US Covid Numbers for July

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My opening disclaimer is that I’m using data from the CDC. The analysis is only as good as the data that is provided. It seems like the CDC lags on reporting test numbers and they seem to be making some adjustments to the data to deal with the fact that a lot of places don’t report on weekends. Like taking a total for Monday and dividing it over the missing days. I’m fairly confident any changes in case numbers for July will be small but you never know.

The highlight is that we’ve blown past the number of new cases we had in the summer wave of 2020. Now case numbers are only part of the picture because you need to look at the severity of the cases which is reflected in hospitalizations and deaths. But the numbers still provide some information so that’s what I’m focused on.

For the week ending on August 1, there were 562,962 newly reported cases. Last year, the peak was 478,981 so we’ve clearly gone beyond that. Cases were up 44% from a week ago marking the fifth large (more than 20% increase) so this wave is going to be with us longer than the one we had last summer.

Now, you know I try to find the good even among all the bad. And I can point out that the rate of change has dropped three weeks in a row. The raw numbers look scary high but signs of slowing in the rate of change is a good thing. Based on previous waves in other places, it looks like we may still have 2-3 weeks for this one to run. Ideally, we’d like to see the rate of change really drop but that hasn’t happened yet.

I understand that certain states are getting all the attention but this has been a nationwide thing. Again, if you look at raw numbers, places like Florida and Texas stand out. But if you look at percentage change, there are some very interesting cases.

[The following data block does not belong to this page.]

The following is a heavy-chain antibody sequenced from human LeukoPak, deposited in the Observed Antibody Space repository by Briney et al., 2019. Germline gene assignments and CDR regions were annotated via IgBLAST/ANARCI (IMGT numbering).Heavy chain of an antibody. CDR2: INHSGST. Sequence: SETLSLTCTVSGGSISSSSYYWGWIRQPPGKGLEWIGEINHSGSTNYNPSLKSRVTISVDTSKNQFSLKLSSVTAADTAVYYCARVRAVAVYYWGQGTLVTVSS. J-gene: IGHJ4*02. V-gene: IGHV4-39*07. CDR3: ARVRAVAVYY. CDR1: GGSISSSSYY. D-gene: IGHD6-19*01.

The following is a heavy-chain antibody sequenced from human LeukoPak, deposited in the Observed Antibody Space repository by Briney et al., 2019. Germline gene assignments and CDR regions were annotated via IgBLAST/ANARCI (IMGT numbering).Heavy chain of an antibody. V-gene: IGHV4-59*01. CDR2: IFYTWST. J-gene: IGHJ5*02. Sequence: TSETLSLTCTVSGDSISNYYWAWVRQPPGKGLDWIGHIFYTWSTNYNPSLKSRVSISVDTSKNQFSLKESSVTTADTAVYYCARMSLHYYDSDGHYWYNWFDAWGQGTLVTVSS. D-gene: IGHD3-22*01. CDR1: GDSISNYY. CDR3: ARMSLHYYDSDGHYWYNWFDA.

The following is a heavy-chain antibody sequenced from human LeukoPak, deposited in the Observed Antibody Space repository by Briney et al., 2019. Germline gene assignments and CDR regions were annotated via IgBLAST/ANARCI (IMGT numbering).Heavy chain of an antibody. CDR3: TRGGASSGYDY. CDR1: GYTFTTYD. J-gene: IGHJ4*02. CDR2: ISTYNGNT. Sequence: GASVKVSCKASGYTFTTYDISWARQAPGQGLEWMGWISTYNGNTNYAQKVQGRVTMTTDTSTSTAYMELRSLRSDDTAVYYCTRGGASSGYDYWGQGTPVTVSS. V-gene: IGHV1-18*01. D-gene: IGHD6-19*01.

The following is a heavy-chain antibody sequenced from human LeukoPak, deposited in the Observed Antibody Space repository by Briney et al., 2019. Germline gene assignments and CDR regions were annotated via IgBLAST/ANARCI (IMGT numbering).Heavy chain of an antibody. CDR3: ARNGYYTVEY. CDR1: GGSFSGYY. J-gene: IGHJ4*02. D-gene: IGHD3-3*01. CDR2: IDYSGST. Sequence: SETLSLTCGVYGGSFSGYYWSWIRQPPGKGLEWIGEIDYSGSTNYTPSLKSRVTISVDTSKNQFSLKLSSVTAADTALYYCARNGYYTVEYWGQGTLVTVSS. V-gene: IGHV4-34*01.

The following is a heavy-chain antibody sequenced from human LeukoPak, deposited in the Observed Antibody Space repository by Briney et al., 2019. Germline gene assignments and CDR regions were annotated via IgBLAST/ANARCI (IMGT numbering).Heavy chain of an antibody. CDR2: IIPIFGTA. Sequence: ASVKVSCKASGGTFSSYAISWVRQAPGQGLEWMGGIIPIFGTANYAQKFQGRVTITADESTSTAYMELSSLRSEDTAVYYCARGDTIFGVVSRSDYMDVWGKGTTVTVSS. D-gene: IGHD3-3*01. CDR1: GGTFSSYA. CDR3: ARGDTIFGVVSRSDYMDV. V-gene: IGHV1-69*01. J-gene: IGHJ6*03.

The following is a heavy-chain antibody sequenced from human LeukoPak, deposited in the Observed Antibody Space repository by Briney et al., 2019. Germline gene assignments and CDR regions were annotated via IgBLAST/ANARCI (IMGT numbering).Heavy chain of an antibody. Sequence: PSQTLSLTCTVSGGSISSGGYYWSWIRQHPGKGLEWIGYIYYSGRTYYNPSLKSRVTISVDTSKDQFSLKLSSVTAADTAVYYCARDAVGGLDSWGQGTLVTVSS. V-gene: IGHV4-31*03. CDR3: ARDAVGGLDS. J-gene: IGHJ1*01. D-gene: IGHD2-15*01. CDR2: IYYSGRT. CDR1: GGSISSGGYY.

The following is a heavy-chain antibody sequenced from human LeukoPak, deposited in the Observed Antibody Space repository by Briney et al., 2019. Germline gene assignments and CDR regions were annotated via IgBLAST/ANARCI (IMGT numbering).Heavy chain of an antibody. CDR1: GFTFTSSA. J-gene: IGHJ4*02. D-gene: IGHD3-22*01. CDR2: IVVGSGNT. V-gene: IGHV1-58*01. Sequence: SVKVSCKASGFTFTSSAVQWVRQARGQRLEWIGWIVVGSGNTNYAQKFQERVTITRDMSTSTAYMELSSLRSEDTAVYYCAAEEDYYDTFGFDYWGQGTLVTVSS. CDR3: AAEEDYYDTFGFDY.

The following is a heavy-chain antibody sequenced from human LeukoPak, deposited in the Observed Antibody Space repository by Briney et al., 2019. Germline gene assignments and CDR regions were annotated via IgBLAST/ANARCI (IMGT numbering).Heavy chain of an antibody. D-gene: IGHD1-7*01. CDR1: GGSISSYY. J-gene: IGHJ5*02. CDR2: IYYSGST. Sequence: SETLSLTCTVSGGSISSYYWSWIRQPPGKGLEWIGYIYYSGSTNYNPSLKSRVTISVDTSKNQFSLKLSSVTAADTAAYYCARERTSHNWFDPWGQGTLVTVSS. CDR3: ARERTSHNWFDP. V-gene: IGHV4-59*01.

To do this, I’m actually looking at seven day totals. That evens out some of the day to day variability. So my comparison is the seven day total for the week ending on July 1 to the seven day total for the week ending on July 31. Those two days fall on different days of the week which has some influence but is minor given the increases we see.

In terms of this measure and looking at percentage increase, the top ten may shock you:

  • Massachusetts up 1042% (427 to 4878)
  • Louisiana up 1002% (2724 to 30008)
  • Wisconsin up 892% (554 to 5496)
  • Rhode Island up 864% (107 to 1032)
  • Mississippi up 848% (1187 to 11247)
  • Tennessee up 799% (1398 to 12565)
  • South Carolina up 794% (1239 to 11079)
  • Florida up 793% (12874 to 114949)
  • Alabama up 735% (1645 to 13743)
  • Georgia up 687% (2764 to 21755)

Now clearly the public health consequences of 114949 cases are much greater than 4878 cases but the point is that cases are up everywhere.

Is there any good news? Maybe but we need another week or two to confirm the trends. Lets look at the following pool of states: Florida, Texas, Louisiana, Georgia, Missouri, Alabama, North Carolina, Tennessee, Arkansas, Arizona, Mississippi, South Carolina, Oklahoma, Kentucky and Nevada.

They all rank high in terms of number of cases. On July 1, the average for the group was 13. On July 31 it was 10. The top ten in cases on July 1 was Florida, California, Texas, Missouri, Arizona, Nevada, Arkansas, North Carolina, Georgia and Louisiana. On July 31, the top ten is Florida, Texas, California, Louisiana, Georgia, Missouri, New York, Alabama, North Carolina and Tennessee. Lots of overlap and the lists are dominated by this group of states.

If I look at percentage change, the ranks for this group over the four weeks in July were 17, 19, 25 and 25. Not much of a trend but it suggests that the rate of growth is slowing for this group. It isn’t universal but it is true for places like Missouri, Arkansas, North Carolina, Arizona and even Florida.

Now this could just mean that the wave is about to move out of the south and into other places. That remains to be seen. And slower growth doesn’t mean no growth so we certainly expect cases to continue rising. When looking for a top, you need to see growth start to slow and that is what seems to be happening in the hardest hit places.

Don’t get me wrong, July was not a good month for cases. It buried any hope I had that we were going to see a muted wave compared to last year. Not yet sure what, if anything, this means for the fall/winter. And it is clearly not over yet so August could be bad as well. It is just me trying to find some light in the doom and gloom when there isn’t much to find.

We’ll have a better idea this week of whether places like Missouri and Arkansas have really topped. As they were among the first to see cases take off, it would be a positive sign for them to hit tops.

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